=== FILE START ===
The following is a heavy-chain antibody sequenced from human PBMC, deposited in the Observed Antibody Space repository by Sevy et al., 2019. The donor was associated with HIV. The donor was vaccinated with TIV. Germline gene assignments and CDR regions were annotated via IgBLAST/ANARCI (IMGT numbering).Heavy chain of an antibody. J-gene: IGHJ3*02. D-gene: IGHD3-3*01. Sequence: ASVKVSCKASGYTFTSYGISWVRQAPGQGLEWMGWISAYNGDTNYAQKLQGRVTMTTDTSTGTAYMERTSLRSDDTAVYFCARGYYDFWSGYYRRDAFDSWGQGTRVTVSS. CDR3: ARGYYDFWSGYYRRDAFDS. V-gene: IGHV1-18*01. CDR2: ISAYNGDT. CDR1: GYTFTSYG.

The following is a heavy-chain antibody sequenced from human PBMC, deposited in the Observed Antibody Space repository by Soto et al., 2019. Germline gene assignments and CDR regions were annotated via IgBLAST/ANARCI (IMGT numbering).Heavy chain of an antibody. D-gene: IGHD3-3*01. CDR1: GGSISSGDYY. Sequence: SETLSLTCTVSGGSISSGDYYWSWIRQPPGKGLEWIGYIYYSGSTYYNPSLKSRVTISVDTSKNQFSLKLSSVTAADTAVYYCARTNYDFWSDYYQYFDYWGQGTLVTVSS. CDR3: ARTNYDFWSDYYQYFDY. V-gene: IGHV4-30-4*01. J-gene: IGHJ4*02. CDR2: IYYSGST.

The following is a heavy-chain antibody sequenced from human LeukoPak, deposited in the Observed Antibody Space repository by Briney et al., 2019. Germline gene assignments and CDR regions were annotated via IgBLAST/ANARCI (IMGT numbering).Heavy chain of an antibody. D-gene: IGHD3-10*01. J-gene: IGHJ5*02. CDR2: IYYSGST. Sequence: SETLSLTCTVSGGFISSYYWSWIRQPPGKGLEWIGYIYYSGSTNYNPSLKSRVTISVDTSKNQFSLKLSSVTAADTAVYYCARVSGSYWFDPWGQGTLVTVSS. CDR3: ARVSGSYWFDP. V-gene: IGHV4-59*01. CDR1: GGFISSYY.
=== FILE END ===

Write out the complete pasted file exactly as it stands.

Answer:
The following is a heavy-chain antibody sequenced from human PBMC, deposited in the Observed Antibody Space repository by Sevy et al., 2019. The donor was associated with HIV. The donor was vaccinated with TIV. Germline gene assignments and CDR regions were annotated via IgBLAST/ANARCI (IMGT numbering).Heavy chain of an antibody. J-gene: IGHJ3*02. D-gene: IGHD3-3*01. Sequence: ASVKVSCKASGYTFTSYGISWVRQAPGQGLEWMGWISAYNGDTNYAQKLQGRVTMTTDTSTGTAYMERTSLRSDDTAVYFCARGYYDFWSGYYRRDAFDSWGQGTRVTVSS. CDR3: ARGYYDFWSGYYRRDAFDS. V-gene: IGHV1-18*01. CDR2: ISAYNGDT. CDR1: GYTFTSYG.

The following is a heavy-chain antibody sequenced from human PBMC, deposited in the Observed Antibody Space repository by Soto et al., 2019. Germline gene assignments and CDR regions were annotated via IgBLAST/ANARCI (IMGT numbering).Heavy chain of an antibody. D-gene: IGHD3-3*01. CDR1: GGSISSGDYY. Sequence: SETLSLTCTVSGGSISSGDYYWSWIRQPPGKGLEWIGYIYYSGSTYYNPSLKSRVTISVDTSKNQFSLKLSSVTAADTAVYYCARTNYDFWSDYYQYFDYWGQGTLVTVSS. CDR3: ARTNYDFWSDYYQYFDY. V-gene: IGHV4-30-4*01. J-gene: IGHJ4*02. CDR2: IYYSGST.

The following is a heavy-chain antibody sequenced from human LeukoPak, deposited in the Observed Antibody Space repository by Briney et al., 2019. Germline gene assignments and CDR regions were annotated via IgBLAST/ANARCI (IMGT numbering).Heavy chain of an antibody. D-gene: IGHD3-10*01. J-gene: IGHJ5*02. CDR2: IYYSGST. Sequence: SETLSLTCTVSGGFISSYYWSWIRQPPGKGLEWIGYIYYSGSTNYNPSLKSRVTISVDTSKNQFSLKLSSVTAADTAVYYCARVSGSYWFDPWGQGTLVTVSS. CDR3: ARVSGSYWFDP. V-gene: IGHV4-59*01. CDR1: GGFISSYY.